Drowning deaths[edit]

Over 500 people have drowned in the All-American Canal since its completion due to deep, cold water, steep sides that make escape difficult, and swift currents that can reach 5.45 mph. Many of those killed are migrants traveling across the US-Mexico border. Deaths peaked at 31 in 1998 after increased border security measures in San Diego pushed migrants to cross the border in other areas. In 2011 the Imperial Irrigation District began installing livesaving buoys in 105 straight lines across the canal, despite debates about such safety measures encouraging illegal immigration. 1,414 bilingual signs reading "Warning: Dangerous Water" were also installed along the canal. These safety projects cost $1.1 million.[11]

In popular culture[edit]

The canal was featured in the 1957 horror movie The Monster That Challenged the World.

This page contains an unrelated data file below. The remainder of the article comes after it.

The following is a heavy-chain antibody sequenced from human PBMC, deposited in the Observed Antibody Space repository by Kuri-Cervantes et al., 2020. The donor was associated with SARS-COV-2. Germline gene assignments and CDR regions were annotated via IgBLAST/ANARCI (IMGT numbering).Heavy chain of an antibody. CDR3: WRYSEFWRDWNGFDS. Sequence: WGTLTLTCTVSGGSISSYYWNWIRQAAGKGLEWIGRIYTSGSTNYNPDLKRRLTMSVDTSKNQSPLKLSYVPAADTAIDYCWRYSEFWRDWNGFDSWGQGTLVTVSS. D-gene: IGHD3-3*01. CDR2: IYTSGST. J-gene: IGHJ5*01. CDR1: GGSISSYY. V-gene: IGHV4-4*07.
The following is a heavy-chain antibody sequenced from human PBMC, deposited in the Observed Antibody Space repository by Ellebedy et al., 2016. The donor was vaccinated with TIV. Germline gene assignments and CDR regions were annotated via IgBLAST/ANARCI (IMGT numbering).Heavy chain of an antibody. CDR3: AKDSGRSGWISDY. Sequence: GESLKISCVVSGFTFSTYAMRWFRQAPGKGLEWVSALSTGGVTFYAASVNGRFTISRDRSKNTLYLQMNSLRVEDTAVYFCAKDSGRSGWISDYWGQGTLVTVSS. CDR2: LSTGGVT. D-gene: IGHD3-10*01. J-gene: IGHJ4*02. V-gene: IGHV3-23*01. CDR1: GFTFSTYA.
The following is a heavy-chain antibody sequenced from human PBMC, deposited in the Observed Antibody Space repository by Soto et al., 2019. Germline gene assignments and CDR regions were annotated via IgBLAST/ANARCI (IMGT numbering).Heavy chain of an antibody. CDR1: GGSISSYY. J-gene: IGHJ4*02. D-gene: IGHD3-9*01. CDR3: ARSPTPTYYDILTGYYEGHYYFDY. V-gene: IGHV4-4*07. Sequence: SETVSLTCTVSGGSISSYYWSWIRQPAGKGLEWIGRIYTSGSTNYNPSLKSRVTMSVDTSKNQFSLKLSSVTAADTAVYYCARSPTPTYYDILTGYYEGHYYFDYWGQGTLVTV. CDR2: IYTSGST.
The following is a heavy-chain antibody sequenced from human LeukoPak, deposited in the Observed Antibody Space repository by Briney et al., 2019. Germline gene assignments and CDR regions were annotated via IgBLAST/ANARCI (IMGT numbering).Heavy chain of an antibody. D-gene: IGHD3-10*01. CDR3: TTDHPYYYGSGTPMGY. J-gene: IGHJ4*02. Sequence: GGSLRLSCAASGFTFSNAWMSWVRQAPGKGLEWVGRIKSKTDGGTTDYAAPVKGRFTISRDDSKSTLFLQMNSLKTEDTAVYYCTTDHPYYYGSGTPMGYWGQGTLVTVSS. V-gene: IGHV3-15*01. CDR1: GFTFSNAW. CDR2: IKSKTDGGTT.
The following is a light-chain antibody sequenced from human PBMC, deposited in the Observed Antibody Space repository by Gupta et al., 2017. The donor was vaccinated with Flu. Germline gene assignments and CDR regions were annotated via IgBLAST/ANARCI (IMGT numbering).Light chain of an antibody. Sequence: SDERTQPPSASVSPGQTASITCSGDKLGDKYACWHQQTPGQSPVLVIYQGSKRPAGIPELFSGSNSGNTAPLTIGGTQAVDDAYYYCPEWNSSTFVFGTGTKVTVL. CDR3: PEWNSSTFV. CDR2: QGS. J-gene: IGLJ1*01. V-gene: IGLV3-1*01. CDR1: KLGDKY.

See also[edit]

References[edit]

  1. ^ a b All-American Canal, California-Mexico border Portions of the public domain text of this US government article have been incorporated into this article.
  2. ^ "The Deadly Passage of the All-American Canal". CBS News. 3 May 2010. Retrieved 31 December 2012. 
  3. ^ "Boulder Canyon Project Act". December 21, 1928. Retrieved June 19, 2010. 
  4. ^ http://books.nap.edu/html/biomems/jsavage.pdf John Lucian Savage Biography by Abel Wolman & W. H. Lyles, National Academy of Science, 1978.
  5. ^ http://www.saltonsea.ca.gov/about/about.htm Salton Sea Authority | The Sea's Vital Statistics
  6. ^ http://www.saltonsea.ca.gov/about/myth.htm Salton Sea Authority | Myths and Realities